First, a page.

Tuesday, January 02, 2007

Charles McCarry's favorite tales of espionage

Early last year Charles McCarry wrote about his five "favorite tales of espionage" in Opinion Journal.

The more recent title on the list:
The Polish Officer by Alan Furst

Like [The Manchurian Candidate author Richard] Condon, Furst writes about espionage from the outside and manages to create a compelling version of a twisted world in which good men do bad things in the name of a foul cause. Where Condon relied on a fabulous imagination, Furst is a prodigious researcher, and in his fiction he has done for interwar European espionage what the blind historian W.H. Prescott, who had never been there either, did for Peru--that is to say, made palpable a vanished time and place and its political mood swings. "The Polish Officer" is the novel in which Furst hit his stride, and like his other books, it is a dazzling commentary on fate--how the unanticipated leads to the inevitable by way of the unavoidable.
Click here to read about the older classics on McCarry's list.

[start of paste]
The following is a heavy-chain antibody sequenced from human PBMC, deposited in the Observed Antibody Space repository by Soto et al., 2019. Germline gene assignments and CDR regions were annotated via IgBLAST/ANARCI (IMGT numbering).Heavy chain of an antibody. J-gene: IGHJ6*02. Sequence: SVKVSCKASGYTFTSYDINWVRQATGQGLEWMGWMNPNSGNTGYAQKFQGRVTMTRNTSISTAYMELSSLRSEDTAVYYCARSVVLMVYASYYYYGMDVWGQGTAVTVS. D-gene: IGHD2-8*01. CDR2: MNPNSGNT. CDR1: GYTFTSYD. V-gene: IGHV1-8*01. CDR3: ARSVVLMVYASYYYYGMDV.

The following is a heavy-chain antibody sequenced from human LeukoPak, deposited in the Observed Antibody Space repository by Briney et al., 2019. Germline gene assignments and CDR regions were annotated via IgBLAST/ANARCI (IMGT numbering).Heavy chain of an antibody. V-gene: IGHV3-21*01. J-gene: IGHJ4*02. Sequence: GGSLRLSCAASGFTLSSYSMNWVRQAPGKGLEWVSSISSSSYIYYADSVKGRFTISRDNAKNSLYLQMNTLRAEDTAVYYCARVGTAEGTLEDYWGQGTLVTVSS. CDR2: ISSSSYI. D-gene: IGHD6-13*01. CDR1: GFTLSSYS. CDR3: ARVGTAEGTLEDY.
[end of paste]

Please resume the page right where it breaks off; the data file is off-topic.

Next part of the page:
Melanie Kirkpatrick called Charles McCarry "America's best writer of espionage novels."

In Slate's 2006 round-up of its writers' book picks, the architecture critic Witold Rybczynski praised McCarry:
My favorite bedtime read this year was Charles McCarry's The Last Supper. This political thriller was actually written in 1986, but Overlook Press has been republishing his tales of Cold War espionage at the rate of one or two a year, so I guess it qualifies as "new." Like all the best spy novelists since Graham Greene, McCarry creates a world of his own. It helps some that he spent years in the CIA doing undercover work; it helps more that he's a very good storyteller. I like thrillers; the good ones can be reread many times. I regularly reread early Le Carré (before he turned preachy), and I recently reread all of Alan Furst's World War II novels. Last year, I found some old Len Deighton thrillers in a used-book store and reread those. They seemed so fresh 40 years ago—oh well.
--Marshal Zeringue